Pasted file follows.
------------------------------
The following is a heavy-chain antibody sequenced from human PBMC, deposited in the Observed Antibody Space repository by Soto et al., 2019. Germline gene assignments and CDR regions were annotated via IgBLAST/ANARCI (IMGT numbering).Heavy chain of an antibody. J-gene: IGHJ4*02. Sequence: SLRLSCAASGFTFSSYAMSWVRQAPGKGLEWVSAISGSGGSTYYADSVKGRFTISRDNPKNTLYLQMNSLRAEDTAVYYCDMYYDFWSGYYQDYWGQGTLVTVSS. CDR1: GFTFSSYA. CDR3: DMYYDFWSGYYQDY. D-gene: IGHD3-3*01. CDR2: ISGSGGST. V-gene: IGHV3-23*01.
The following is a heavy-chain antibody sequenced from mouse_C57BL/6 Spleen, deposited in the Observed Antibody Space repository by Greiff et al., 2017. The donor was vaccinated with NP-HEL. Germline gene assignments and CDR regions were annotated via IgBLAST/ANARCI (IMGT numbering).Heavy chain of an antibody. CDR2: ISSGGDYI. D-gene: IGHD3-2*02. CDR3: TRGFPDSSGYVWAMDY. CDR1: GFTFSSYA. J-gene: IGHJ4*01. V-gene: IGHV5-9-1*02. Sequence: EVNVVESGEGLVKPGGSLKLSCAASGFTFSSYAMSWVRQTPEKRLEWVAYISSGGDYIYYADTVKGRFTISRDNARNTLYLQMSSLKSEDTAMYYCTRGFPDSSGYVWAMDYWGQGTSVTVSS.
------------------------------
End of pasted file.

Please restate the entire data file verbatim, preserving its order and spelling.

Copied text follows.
The following is a heavy-chain antibody sequenced from human PBMC, deposited in the Observed Antibody Space repository by Soto et al., 2019. Germline gene assignments and CDR regions were annotated via IgBLAST/ANARCI (IMGT numbering).Heavy chain of an antibody. J-gene: IGHJ4*02. Sequence: SLRLSCAASGFTFSSYAMSWVRQAPGKGLEWVSAISGSGGSTYYADSVKGRFTISRDNPKNTLYLQMNSLRAEDTAVYYCDMYYDFWSGYYQDYWGQGTLVTVSS. CDR1: GFTFSSYA. CDR3: DMYYDFWSGYYQDY. D-gene: IGHD3-3*01. CDR2: ISGSGGST. V-gene: IGHV3-23*01.
The following is a heavy-chain antibody sequenced from mouse_C57BL/6 Spleen, deposited in the Observed Antibody Space repository by Greiff et al., 2017. The donor was vaccinated with NP-HEL. Germline gene assignments and CDR regions were annotated via IgBLAST/ANARCI (IMGT numbering).Heavy chain of an antibody. CDR2: ISSGGDYI. D-gene: IGHD3-2*02. CDR3: TRGFPDSSGYVWAMDY. CDR1: GFTFSSYA. J-gene: IGHJ4*01. V-gene: IGHV5-9-1*02. Sequence: EVNVVESGEGLVKPGGSLKLSCAASGFTFSSYAMSWVRQTPEKRLEWVAYISSGGDYIYYADTVKGRFTISRDNARNTLYLQMSSLKSEDTAMYYCTRGFPDSSGYVWAMDYWGQGTSVTVSS.